The ceaseless drama of the US election — which has so far included an assassination attempt against Republican candidate Donald Trump and President Joe Biden dropping out of the race — has also lured eyeballs away from Macron’s flagship event.
At the Olympic Village on Monday, Macron shook hands with volunteers, wearing a confident smile.
“We are ready,” the president told police officers before thanking Olympic Village staff for their work.
French Sports Minister Amelie Oudea-Castera acknowledged that the last few weeks had been “difficult politically.”
But she rejected the idea that the political crisis had stained the Games. She said France could breathe a sigh of relief that the far-right had not won enough seats to form a government, as some polls had projected.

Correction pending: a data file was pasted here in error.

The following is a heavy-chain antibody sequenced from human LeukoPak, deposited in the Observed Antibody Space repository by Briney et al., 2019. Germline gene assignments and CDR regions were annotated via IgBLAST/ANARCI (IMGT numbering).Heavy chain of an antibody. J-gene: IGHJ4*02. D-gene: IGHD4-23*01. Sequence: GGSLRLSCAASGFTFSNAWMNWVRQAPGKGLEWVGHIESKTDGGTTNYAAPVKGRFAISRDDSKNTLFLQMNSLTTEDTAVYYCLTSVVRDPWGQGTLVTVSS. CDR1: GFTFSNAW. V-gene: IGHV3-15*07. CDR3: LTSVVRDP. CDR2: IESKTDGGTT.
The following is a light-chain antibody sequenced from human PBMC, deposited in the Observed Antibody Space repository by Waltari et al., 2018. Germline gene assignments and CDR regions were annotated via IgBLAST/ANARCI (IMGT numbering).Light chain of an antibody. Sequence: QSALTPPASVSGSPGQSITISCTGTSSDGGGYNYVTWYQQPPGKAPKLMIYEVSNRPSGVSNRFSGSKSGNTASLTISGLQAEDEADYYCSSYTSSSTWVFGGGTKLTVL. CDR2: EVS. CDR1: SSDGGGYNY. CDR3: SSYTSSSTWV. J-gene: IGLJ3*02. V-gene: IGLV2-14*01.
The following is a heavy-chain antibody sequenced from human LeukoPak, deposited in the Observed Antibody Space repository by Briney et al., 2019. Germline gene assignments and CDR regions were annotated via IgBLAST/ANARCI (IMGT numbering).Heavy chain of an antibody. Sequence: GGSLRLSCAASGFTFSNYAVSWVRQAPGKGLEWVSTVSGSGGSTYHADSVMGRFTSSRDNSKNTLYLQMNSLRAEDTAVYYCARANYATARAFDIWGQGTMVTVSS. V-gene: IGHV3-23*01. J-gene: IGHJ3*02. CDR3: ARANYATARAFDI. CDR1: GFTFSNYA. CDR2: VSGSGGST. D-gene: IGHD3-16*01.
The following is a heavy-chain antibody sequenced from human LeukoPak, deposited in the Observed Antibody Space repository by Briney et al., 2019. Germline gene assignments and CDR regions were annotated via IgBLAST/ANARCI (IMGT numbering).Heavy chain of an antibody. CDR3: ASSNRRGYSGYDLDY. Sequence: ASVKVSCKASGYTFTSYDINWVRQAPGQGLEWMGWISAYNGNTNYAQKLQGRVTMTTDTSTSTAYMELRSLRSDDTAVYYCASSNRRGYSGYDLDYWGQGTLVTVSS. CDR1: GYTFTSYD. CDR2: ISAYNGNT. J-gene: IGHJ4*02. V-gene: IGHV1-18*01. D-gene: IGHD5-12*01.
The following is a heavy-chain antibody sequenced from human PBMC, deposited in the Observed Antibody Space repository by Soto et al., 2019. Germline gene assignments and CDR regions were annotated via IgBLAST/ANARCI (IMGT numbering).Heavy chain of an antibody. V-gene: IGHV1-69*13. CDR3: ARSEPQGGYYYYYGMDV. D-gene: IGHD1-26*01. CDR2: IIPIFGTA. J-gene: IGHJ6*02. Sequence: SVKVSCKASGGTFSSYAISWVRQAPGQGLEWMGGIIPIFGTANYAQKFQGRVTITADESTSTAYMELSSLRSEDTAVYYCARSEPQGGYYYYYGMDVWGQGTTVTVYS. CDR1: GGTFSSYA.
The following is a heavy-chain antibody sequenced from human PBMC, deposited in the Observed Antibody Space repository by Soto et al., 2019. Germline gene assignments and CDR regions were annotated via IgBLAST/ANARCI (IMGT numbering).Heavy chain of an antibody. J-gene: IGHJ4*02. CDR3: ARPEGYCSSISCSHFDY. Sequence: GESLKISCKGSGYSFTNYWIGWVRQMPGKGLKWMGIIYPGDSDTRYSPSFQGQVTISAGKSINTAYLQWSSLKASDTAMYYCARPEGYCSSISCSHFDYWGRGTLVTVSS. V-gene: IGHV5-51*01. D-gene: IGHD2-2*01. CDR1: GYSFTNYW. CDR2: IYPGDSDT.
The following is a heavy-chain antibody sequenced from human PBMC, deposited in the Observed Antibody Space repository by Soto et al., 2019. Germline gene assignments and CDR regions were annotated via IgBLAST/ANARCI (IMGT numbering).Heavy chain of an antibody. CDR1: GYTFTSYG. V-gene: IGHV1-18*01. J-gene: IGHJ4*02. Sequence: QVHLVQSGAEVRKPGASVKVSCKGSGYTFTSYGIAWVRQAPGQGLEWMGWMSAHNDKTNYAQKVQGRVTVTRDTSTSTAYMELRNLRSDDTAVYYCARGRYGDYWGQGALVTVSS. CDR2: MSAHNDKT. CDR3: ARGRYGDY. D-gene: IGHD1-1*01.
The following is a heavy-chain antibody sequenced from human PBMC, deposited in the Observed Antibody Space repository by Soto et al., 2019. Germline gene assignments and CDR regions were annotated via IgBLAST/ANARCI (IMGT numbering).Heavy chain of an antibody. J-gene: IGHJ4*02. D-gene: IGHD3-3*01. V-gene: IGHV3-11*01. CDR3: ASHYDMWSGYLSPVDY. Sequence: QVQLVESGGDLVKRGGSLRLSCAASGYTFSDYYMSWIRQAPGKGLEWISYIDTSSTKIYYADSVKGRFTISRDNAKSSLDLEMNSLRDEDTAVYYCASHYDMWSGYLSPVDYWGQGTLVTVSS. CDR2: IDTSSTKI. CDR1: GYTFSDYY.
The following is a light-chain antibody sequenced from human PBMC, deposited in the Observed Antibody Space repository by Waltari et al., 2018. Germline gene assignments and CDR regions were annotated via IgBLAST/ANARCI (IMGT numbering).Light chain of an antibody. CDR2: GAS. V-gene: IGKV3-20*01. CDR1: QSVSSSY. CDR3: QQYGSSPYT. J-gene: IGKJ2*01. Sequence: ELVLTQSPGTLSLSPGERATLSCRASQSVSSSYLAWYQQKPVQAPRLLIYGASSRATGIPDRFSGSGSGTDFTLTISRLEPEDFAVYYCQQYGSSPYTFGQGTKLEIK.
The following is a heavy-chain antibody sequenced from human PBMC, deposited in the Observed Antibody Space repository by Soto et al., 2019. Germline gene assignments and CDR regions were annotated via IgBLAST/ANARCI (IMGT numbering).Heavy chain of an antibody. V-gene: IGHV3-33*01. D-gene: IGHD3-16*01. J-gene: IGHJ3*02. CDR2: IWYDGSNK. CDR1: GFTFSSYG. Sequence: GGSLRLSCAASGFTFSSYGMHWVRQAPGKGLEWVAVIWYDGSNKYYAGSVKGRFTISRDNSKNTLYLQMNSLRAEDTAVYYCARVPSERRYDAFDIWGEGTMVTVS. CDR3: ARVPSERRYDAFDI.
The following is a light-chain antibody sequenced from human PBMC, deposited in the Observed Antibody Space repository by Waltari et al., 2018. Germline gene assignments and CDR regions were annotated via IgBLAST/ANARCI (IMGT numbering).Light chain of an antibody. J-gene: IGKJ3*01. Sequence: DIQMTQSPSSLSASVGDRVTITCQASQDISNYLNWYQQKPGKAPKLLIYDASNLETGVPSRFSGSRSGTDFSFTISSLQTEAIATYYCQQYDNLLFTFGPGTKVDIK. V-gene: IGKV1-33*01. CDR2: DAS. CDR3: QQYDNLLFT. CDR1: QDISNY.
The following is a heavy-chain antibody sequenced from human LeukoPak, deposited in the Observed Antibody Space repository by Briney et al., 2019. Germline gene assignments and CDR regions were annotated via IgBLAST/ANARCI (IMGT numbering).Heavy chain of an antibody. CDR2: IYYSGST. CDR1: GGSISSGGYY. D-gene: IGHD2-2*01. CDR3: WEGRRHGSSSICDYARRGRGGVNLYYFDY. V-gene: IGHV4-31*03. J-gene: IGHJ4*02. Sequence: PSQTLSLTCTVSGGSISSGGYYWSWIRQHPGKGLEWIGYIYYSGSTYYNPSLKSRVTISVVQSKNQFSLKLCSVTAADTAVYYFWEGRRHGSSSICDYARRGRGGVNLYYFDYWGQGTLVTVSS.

“I think that the Games will allow the country to come together more than ever this summer,” she told Reuters.
Arielle Dombasle, a US-born French singer and actor, recently set social media alight with her performance of a stomping, operatic Olympic number at Paris City Hall, in which she was dressed in a white, hooped, floor-length skirt and peroxide wig.
“There is a terrible bashing among the French of the Olympics, which are nevertheless an astonishing international gathering of the most extraordinary human specimens: the man who jumps the highest, the woman who swims the fastest,” she said.
“There is an atmosphere of anxiety. The world is in disorder, to say the least. But these Games are the occasion for the greatest celebrations.”